information might be given about a plant's status as rare, scarce, or en-
dangered. A few (very few) photographs could be more sharply focused.
The book is bound to have some typos. (Though I could not find any.)
This beautiful and useful book could be improved, essentially, only by
the appearance of a second volume devoted to the remainder of the
1,000 flowering plants of the Big Thicket.
North Texas State University PETE A. Y. GUNTER
Men of the Saddle: Working Cowboys of North America. By Ted Grant
and Andy Russell. (New York: Van Nostrand Reinhold Co., 1978.
Pp. 192. Author's foreword, photographer's preface, illustrations.
Though their story has been little-told, men on horseback, working
cattle over a broad landscape, have contributed much to the economy
and culture of the Canadian West. In southwestern Alberta, in the
shadow of the Rockies, open-range ranching took hold late in the nine-
teenth century and evolved into today's thriving industry. Its modern-
day dimensions, its people, animals, and natural setting, are the subjects
of a somewhat mistitled book, whose superb photographs and readable
text will provide nonproessional American readers with insights into
western Canadian cattle-raising.
Andy Russell, rancher, outdoorsman, and popular writer, was raised
among cows and cow people on his family's Alberta ranch. From his
father and other oldtimers, he absorbed an admiration for those who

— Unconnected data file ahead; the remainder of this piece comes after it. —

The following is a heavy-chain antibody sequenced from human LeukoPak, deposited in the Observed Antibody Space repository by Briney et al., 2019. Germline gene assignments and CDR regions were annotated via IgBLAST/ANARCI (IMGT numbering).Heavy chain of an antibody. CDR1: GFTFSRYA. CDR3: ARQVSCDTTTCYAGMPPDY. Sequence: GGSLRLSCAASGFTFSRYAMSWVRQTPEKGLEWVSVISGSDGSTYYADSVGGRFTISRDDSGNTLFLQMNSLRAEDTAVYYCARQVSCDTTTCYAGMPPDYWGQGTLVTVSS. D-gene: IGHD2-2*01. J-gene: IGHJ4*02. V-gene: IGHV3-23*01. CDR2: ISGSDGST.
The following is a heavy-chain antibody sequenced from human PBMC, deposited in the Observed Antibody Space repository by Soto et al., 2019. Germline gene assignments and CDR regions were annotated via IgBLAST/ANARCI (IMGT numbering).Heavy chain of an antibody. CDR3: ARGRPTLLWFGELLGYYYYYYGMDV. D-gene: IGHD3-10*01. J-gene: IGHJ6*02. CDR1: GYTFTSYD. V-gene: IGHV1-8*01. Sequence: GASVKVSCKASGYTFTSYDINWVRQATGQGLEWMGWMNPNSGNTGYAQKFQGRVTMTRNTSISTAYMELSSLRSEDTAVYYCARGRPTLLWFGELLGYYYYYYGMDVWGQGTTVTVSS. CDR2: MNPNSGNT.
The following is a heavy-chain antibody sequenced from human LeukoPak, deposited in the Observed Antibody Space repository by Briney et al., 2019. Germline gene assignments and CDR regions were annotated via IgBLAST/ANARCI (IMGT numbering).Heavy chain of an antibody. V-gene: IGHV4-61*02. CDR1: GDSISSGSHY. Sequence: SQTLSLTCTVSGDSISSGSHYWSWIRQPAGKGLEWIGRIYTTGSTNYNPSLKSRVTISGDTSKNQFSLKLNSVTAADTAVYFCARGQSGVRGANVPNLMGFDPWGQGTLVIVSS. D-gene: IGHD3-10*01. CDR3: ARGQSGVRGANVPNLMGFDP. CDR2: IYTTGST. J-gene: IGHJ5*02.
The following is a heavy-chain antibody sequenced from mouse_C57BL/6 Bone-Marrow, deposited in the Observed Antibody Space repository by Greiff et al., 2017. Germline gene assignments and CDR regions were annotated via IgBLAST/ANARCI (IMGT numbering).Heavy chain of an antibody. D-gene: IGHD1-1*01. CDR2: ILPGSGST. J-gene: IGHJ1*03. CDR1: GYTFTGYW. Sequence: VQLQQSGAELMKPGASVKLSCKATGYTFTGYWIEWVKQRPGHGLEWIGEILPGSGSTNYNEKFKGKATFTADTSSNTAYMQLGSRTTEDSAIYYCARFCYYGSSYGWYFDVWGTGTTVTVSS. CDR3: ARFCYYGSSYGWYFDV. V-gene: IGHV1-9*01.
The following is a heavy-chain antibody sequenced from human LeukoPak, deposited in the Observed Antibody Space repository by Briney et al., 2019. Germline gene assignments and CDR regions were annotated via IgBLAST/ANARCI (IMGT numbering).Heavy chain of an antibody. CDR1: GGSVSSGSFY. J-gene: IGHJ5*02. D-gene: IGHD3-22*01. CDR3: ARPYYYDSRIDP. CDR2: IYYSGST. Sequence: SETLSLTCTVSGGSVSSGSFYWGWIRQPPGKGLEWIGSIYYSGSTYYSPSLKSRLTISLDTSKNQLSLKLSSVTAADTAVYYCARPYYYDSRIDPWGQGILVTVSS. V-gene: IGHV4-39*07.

pioneered fenceless, premechanized, open-range ranching. From his
own experiences, he developed a kinship with today's men of the
saddle. Though their methods and equipment have changed, they ap-
proach the challenge of their business with the seemingly contradictory,
but very necessary, qualities which their kind has always displayed:
practicality and the urge to gamble. The first half of the book is Rus-
sell's text, part history, part range lore, and part personal reflection.
His first-hand knowledge and ability to tell a good story make these
five chapters easily read and quite enjoyable.
Ted Grant, one of Canada's foremost photojournalists, played cow-
boys as a boy growing up in the city. But in creating his nearly hun-
dred-page photo essay, "Cowboys through the Seasons," he rode with,
lived with, and came to be friends with those who work the Alberta
range. His coverage is remarkable; his artistry, a visual feast. In winter,
a chinook crosses the mountains; in summer, grass-and-timber-and-foot-
Texas State Historical Association. The Southwestern Historical Quarterly, Volume 83, July 1979 - April, 1980. Austin, Texas. The Portal to Texas History. http://texashistory.unt.edu/ark:/67531/metapth101207/. Accessed August 22, 2014.